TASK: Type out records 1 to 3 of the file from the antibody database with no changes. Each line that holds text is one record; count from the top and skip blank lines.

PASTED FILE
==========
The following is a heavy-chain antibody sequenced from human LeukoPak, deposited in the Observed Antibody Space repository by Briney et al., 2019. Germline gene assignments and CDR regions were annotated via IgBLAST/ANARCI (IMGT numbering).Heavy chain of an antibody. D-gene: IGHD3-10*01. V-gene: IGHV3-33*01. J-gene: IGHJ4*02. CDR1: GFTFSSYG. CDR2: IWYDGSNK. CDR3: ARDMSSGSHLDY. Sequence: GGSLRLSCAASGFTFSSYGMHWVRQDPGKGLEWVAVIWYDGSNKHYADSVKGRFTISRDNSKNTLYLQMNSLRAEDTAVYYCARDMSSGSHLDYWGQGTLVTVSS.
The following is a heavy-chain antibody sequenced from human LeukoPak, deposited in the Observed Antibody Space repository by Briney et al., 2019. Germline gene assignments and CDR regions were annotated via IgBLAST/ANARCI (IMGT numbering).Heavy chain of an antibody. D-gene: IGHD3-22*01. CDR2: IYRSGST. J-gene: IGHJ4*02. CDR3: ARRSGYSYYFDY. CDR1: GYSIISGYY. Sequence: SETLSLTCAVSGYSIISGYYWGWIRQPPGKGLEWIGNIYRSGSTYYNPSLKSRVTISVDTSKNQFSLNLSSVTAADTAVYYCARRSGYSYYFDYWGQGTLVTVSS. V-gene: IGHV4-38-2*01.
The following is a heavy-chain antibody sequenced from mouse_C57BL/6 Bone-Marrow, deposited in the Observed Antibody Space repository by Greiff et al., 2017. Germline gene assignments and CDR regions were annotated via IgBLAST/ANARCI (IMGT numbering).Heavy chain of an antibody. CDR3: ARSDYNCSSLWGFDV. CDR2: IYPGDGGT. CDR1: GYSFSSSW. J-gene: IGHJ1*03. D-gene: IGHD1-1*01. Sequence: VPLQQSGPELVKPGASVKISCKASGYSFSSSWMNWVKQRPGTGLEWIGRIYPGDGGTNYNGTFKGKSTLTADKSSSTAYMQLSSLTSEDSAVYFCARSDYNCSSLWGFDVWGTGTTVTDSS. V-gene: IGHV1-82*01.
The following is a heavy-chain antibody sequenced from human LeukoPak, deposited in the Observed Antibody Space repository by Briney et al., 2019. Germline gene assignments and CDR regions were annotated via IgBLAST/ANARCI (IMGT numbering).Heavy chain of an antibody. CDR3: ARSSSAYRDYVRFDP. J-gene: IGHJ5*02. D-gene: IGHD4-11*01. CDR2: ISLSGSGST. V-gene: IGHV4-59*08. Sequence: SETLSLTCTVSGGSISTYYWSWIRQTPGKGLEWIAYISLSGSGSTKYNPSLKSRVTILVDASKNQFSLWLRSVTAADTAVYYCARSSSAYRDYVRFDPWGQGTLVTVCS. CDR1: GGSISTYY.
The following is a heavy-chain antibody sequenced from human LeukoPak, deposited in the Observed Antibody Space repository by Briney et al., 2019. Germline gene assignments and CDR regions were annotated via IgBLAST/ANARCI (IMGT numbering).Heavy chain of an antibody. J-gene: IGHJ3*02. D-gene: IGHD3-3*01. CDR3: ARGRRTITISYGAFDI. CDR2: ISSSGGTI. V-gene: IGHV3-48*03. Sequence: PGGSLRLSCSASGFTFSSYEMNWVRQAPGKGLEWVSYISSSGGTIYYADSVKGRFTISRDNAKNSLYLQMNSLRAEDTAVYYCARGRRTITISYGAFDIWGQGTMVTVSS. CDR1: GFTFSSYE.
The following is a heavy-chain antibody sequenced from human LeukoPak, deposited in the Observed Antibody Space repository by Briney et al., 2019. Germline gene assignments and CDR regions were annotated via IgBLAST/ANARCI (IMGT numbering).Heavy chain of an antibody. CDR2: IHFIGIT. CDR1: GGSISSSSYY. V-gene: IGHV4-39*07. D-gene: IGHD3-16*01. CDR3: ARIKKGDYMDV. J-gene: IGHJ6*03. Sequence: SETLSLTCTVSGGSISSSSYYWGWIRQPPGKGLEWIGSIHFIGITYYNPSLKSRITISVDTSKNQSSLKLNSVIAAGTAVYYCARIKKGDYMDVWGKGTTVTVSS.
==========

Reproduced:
The following is a heavy-chain antibody sequenced from human LeukoPak, deposited in the Observed Antibody Space repository by Briney et al., 2019. Germline gene assignments and CDR regions were annotated via IgBLAST/ANARCI (IMGT numbering).Heavy chain of an antibody. D-gene: IGHD3-10*01. V-gene: IGHV3-33*01. J-gene: IGHJ4*02. CDR1: GFTFSSYG. CDR2: IWYDGSNK. CDR3: ARDMSSGSHLDY. Sequence: GGSLRLSCAASGFTFSSYGMHWVRQDPGKGLEWVAVIWYDGSNKHYADSVKGRFTISRDNSKNTLYLQMNSLRAEDTAVYYCARDMSSGSHLDYWGQGTLVTVSS.
The following is a heavy-chain antibody sequenced from human LeukoPak, deposited in the Observed Antibody Space repository by Briney et al., 2019. Germline gene assignments and CDR regions were annotated via IgBLAST/ANARCI (IMGT numbering).Heavy chain of an antibody. D-gene: IGHD3-22*01. CDR2: IYRSGST. J-gene: IGHJ4*02. CDR3: ARRSGYSYYFDY. CDR1: GYSIISGYY. Sequence: SETLSLTCAVSGYSIISGYYWGWIRQPPGKGLEWIGNIYRSGSTYYNPSLKSRVTISVDTSKNQFSLNLSSVTAADTAVYYCARRSGYSYYFDYWGQGTLVTVSS. V-gene: IGHV4-38-2*01.
The following is a heavy-chain antibody sequenced from mouse_C57BL/6 Bone-Marrow, deposited in the Observed Antibody Space repository by Greiff et al., 2017. Germline gene assignments and CDR regions were annotated via IgBLAST/ANARCI (IMGT numbering).Heavy chain of an antibody. CDR3: ARSDYNCSSLWGFDV. CDR2: IYPGDGGT. CDR1: GYSFSSSW. J-gene: IGHJ1*03. D-gene: IGHD1-1*01. Sequence: VPLQQSGPELVKPGASVKISCKASGYSFSSSWMNWVKQRPGTGLEWIGRIYPGDGGTNYNGTFKGKSTLTADKSSSTAYMQLSSLTSEDSAVYFCARSDYNCSSLWGFDVWGTGTTVTDSS. V-gene: IGHV1-82*01.